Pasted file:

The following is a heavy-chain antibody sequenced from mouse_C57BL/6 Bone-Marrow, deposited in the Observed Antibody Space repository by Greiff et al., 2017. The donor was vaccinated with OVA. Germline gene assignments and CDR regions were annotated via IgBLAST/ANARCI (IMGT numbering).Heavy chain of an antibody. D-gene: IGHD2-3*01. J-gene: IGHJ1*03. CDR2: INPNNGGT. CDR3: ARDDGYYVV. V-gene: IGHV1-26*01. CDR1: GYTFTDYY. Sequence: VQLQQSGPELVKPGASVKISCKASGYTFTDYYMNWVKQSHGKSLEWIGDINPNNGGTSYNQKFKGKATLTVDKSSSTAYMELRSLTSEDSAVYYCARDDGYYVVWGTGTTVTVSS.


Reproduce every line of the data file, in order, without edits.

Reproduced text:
The following is a heavy-chain antibody sequenced from mouse_C57BL/6 Bone-Marrow, deposited in the Observed Antibody Space repository by Greiff et al., 2017. The donor was vaccinated with OVA. Germline gene assignments and CDR regions were annotated via IgBLAST/ANARCI (IMGT numbering).Heavy chain of an antibody. D-gene: IGHD2-3*01. J-gene: IGHJ1*03. CDR2: INPNNGGT. CDR3: ARDDGYYVV. V-gene: IGHV1-26*01. CDR1: GYTFTDYY. Sequence: VQLQQSGPELVKPGASVKISCKASGYTFTDYYMNWVKQSHGKSLEWIGDINPNNGGTSYNQKFKGKATLTVDKSSSTAYMELRSLTSEDSAVYYCARDDGYYVVWGTGTTVTVSS.